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HELLO, DOLLY! HELLO, DOLLY!
Music and Lyrics by Jerry Herman, Book by Michael Stewart
Based on the play "The Matchmaker" by Thornton Wilder

Artisan Center Theater

Director - Dennis Canright
Producer - Dee Ann Blair
Assistant Director - Laura Saladino
Stage Manager - Mary Qualls
Assistant Stage Manager - Michael Williams
Production Assistant - Matthew Morton
Musical Director - Richard Gwozdz
Choreography - Brandi Dibler
Choreography Assistant - Eddie Floresca
Costume Design - Nita Cadenhead
Props - Tammie Phillips
Set Design - Jason Leyva
Scenic Painting - Lily Stapp
Sound Design - Jason Leyva
Light Design - Lindsay Hardisty


CAST (This show is double cast)

Dolly Gallagher Levi - Donna Cates
Horace Vandergelder - Neil Rogers
Cornelius Hackl - Drew Davis
Barnaby Tucker - Michael Pandolfo
Ermangard - Bethany Stanelle
Ambrose Kemper - David Phillips
Irene Malloy - Amanda Gupton
Minnie Fay - Meredith Stowe
Ernestina - Lindsay Hardisty
Mrs. Rose - Desiree Martinez
Mrs. Mortimer - Jennifer Leyva
Rudolph - Chris Seil
Judge/Stanley - Timothy Raif
Clerk - Kristy Conway
Louie - Michael Williams
Hank - Jeff Carr
Manny - Michael Salvador
Danny - Matthew Pandolfo
Harry - Ivan Lippens
Ensemble - Victoria Radford, Tempie Dewar, Lillie Dewar,
Ashtyn Campbell, Kristina Bain, Michelle Du Frane

HELLO, DOLLY!






Reviewed Performance 8/11/2011

Reviewed by Bonnie K. Daman, Associate Critic for John Garcia's THE COLUMN

Hello, Artisan!

Millinery and mayhem abound in Artisan Center Theater's current production Hello, Dolly! The Hurst community theater boasts a company of 50+ performers, spread across two casts, to bring this classic tale of the loveable but meddlesome matchmaker Dolly Gallagher Levi to the stage.

I regret to say that due to seeing the 1969 film starring Barbara Streisand at a young age, this particular musical has never been my "cup of tea" (please don't think so little of me). I unfortunately let my experience in the past dictate any predetermined opinions I still have of the show today ? which is why I requested to review Artisan's production. If any theatre can turn my interest or make me a fan of a show, Artisan usually can.

If you're unfamiliar with the storyline, here's a quick summary:

Dolly Levi has come to Yonkers, New York to find a wife for Horace Vandergelder. Matchmaker and dance instructor extraordinaire, Dolly has her own sights set on Vandergelder and concocts a plan to get her man. Woven into her strategy are Vandergelder's employees Cornelius Hackl and Barnaby Tucker who want to enjoy a night on the town in New York City, have a nice meal, see a stuffed whale at the museum and kiss a girl.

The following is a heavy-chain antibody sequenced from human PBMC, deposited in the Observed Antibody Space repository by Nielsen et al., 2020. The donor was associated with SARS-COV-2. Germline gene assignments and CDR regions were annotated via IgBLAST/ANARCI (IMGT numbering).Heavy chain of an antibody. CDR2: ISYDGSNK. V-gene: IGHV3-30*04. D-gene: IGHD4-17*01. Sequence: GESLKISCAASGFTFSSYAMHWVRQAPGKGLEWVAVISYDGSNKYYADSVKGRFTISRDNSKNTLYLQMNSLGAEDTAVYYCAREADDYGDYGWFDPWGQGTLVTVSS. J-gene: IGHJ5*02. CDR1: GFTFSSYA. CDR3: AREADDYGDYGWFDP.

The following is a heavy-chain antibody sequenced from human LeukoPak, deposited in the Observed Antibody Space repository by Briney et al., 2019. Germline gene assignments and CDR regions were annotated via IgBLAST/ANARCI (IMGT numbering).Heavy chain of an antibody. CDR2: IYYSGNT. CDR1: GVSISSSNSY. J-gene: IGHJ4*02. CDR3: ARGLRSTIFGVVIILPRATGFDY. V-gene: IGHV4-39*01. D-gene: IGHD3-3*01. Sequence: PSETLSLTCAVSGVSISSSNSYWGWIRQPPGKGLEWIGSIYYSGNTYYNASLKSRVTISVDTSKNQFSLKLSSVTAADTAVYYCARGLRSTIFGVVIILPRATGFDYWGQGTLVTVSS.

Dolly sends the two young men to a hat shop in the city where they meet Irene Malloy who is to be engaged to Vandergelder, and Minnie Fay. Under the pretenses that Cornelius and Barnaby are well-off bachelors, and with some coaxing from Dolly, the two couples spend a glorious day at the Fourteenth Street Association Parade, dancing and ending the night at the Harmonia Gardens fine dining establishment. At the climax of the story all of the characters converge at this one location and true identities and true feelings are revealed, including what the future holds for Dolly and Horace Vandergelder.

Artisan's second weekend of Hello, Dolly! opened to a semi-full crowd. The audience was visually treated to a beautiful set of vintage backdrops painted by Lily Stapp, an artist who truly outdoes herself with each production. The looking glass view of the streets of Yonkers was a poignant look at life before the turn of the 20th Century.

Jason Leyva's set design was simple yet versatile. A few moving props and strategically planned out set pieces enhanced the pacing of the show with no delay between set changes, barely even a blackout. This was also testament to some great teamwork between Leyva and Director Dennis Canright as the length of show came in around two hours not including intermission.

For the climactic scene at the Harmonia Gardens, two velvet red curtains were hung from the ceiling in opposite corners of the set to distinguish the diners' private booths. From my vantage point it was awkward trying to get a good view of the actors when the curtains were drawn, however it may have been a necessity due to the amount of action/dancing that took place on center stage and for other obvious reasons such as safety away from the dancers' props.

The choreography wasn't over-complicated for the amount of musical numbers there were, however Canright's cast did contain a handful of actual dancers instead of actors taught to dance. These few carried the bulk of the chorus numbers with special kudos to partners Michael Salvador and Michelle Du Frane and to Bethany Stanelle for a beautiful shoulder sit lift.

Choreographer Brandi Dibler did a fine job getting the entire cast to learn to waltz or polka. In most numbers there was equal amount of spacing between couples and none of the men had to look at their feet. Dibler even put the lead characters through the ringer adding plenty of movement to their songs. A lot of stamina was needed to sing and dance simultaneously, so as a whole the cast nailed their dance steps but the singing lost its volume in scenes that included the entire chorus which was a little surprising.

The Harmonia Gardens opening dance number was one of the scenes I enjoyed most. The men's ensemble, dressed as waiters, showed off a few tricks and comedic uses of props. It wasn't perfect but the audience seemed to have a good laugh and even some "ooh and ahh" moments.